It's Loving Day today.
Loving Day is so called because on June 12, 1967, the U.S. Supreme Court, in Loving v. Virginia, struck down all state laws against interracial marriage.
In 1958, Mildred Jeter (black) and Richard Loving (white) got married in the District of Columbia, where interracial marriage was legal, then went to Virginia, where it wasn't. At 2 a.m., deputies arrested them.
It seems incredible now, but it's true: For more than 300 years, laws existed, first in the colonies, then throughout the States, that barred people from marrying if judged to be of different races. There used to be a word for such unions: miscegenation. This horrible holdover from slavery days is, thank goodness, obsolete.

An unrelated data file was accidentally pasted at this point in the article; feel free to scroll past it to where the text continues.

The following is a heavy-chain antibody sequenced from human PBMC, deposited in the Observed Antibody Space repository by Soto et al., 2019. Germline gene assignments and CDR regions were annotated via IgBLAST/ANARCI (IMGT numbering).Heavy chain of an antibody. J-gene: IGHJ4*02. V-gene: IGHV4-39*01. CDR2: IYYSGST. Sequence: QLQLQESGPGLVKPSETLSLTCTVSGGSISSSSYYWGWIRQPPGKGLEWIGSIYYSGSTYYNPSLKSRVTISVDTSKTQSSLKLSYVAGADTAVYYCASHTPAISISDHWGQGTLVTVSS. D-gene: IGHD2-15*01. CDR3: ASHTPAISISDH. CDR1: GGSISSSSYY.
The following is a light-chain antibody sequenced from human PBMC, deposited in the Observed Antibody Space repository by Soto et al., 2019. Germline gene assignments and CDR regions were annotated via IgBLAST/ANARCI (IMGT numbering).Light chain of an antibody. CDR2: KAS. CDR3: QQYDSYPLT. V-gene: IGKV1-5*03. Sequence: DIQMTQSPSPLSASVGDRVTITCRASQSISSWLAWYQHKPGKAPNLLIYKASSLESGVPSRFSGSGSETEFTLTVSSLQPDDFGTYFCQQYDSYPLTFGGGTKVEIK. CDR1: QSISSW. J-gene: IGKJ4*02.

That suggests, though, that U.S. society really has changed in the last two generations. Interracial marriages continue to grow: According to U.S. Census figures, their number increased fivefold between 1970 and 2000.
The number of people who identify themselves as multiracial or multiethnic is increasing. More than three million children live in interracial households. The U.S. Census Population Estimate says that as of last July, nearly five million people in the United States were of two or more races, a 3 percent jump from 2006.
There's still much work ahead. This country's race conflicts hang on.
The candidacy of Sen. Barack Obama, himself multiethnic, has had a mixed reception. Debate now rages over revisions to the Multiethnic Placement Act of 1994, which governs transracial adoption. Should race be taken into account? People disagree.
But disagreement isn't the problem. Prejudice is. Fortunately, that's slowly losing ground.